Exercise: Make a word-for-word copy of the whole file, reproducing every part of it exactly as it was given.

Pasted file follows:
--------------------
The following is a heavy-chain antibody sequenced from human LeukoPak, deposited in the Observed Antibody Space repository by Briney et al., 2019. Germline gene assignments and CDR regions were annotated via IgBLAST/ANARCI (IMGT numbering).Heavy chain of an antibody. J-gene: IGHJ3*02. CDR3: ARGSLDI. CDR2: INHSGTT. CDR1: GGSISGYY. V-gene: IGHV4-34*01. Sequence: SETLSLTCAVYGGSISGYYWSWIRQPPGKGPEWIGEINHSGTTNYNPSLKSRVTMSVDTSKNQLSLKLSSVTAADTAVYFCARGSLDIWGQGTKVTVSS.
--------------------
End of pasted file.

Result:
The following is a heavy-chain antibody sequenced from human LeukoPak, deposited in the Observed Antibody Space repository by Briney et al., 2019. Germline gene assignments and CDR regions were annotated via IgBLAST/ANARCI (IMGT numbering).Heavy chain of an antibody. J-gene: IGHJ3*02. CDR3: ARGSLDI. CDR2: INHSGTT. CDR1: GGSISGYY. V-gene: IGHV4-34*01. Sequence: SETLSLTCAVYGGSISGYYWSWIRQPPGKGPEWIGEINHSGTTNYNPSLKSRVTMSVDTSKNQLSLKLSSVTAADTAVYFCARGSLDIWGQGTKVTVSS.